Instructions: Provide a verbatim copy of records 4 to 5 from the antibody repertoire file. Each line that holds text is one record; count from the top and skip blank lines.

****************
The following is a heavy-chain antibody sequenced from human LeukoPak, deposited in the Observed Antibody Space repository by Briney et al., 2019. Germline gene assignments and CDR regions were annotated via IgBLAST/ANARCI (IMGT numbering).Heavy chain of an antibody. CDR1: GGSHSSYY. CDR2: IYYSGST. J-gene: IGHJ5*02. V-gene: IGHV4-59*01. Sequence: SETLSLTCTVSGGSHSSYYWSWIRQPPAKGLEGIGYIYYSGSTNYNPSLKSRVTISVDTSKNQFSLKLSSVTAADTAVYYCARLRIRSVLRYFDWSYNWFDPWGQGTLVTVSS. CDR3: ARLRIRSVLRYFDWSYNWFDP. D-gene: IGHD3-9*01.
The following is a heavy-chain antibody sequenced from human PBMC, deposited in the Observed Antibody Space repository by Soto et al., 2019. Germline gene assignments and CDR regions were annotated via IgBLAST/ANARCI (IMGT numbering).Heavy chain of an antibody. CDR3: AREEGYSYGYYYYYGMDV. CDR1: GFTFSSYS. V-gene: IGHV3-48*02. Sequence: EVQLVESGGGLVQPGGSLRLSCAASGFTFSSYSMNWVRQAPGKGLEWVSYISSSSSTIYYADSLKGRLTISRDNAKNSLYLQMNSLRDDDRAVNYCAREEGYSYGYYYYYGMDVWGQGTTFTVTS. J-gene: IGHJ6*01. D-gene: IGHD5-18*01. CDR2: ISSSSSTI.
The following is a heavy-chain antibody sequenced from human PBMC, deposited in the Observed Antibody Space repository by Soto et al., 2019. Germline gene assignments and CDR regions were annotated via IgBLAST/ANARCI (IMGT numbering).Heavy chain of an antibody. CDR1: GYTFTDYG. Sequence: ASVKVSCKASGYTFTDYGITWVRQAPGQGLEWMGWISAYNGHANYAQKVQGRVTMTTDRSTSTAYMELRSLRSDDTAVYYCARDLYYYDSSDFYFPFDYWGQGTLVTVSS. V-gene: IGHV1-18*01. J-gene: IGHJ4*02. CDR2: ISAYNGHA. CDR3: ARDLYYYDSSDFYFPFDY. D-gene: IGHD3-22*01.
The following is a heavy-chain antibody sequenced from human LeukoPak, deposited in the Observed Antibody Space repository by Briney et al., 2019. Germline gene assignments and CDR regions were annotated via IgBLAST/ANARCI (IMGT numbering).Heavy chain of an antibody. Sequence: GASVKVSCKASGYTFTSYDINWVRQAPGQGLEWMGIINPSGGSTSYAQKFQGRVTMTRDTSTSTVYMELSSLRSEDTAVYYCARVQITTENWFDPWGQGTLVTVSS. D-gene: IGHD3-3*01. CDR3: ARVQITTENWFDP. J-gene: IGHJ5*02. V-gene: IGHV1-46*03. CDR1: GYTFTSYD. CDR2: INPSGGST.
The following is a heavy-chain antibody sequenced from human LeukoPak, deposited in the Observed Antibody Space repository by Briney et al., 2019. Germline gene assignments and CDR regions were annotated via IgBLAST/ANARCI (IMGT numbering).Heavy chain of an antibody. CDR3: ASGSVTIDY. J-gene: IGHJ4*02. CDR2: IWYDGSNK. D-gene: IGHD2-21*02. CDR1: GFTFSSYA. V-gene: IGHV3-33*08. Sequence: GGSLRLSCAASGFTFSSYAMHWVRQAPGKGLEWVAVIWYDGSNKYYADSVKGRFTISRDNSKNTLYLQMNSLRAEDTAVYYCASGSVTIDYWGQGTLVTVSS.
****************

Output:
The following is a heavy-chain antibody sequenced from human LeukoPak, deposited in the Observed Antibody Space repository by Briney et al., 2019. Germline gene assignments and CDR regions were annotated via IgBLAST/ANARCI (IMGT numbering).Heavy chain of an antibody. Sequence: GASVKVSCKASGYTFTSYDINWVRQAPGQGLEWMGIINPSGGSTSYAQKFQGRVTMTRDTSTSTVYMELSSLRSEDTAVYYCARVQITTENWFDPWGQGTLVTVSS. D-gene: IGHD3-3*01. CDR3: ARVQITTENWFDP. J-gene: IGHJ5*02. V-gene: IGHV1-46*03. CDR1: GYTFTSYD. CDR2: INPSGGST.
The following is a heavy-chain antibody sequenced from human LeukoPak, deposited in the Observed Antibody Space repository by Briney et al., 2019. Germline gene assignments and CDR regions were annotated via IgBLAST/ANARCI (IMGT numbering).Heavy chain of an antibody. CDR3: ASGSVTIDY. J-gene: IGHJ4*02. CDR2: IWYDGSNK. D-gene: IGHD2-21*02. CDR1: GFTFSSYA. V-gene: IGHV3-33*08. Sequence: GGSLRLSCAASGFTFSSYAMHWVRQAPGKGLEWVAVIWYDGSNKYYADSVKGRFTISRDNSKNTLYLQMNSLRAEDTAVYYCASGSVTIDYWGQGTLVTVSS.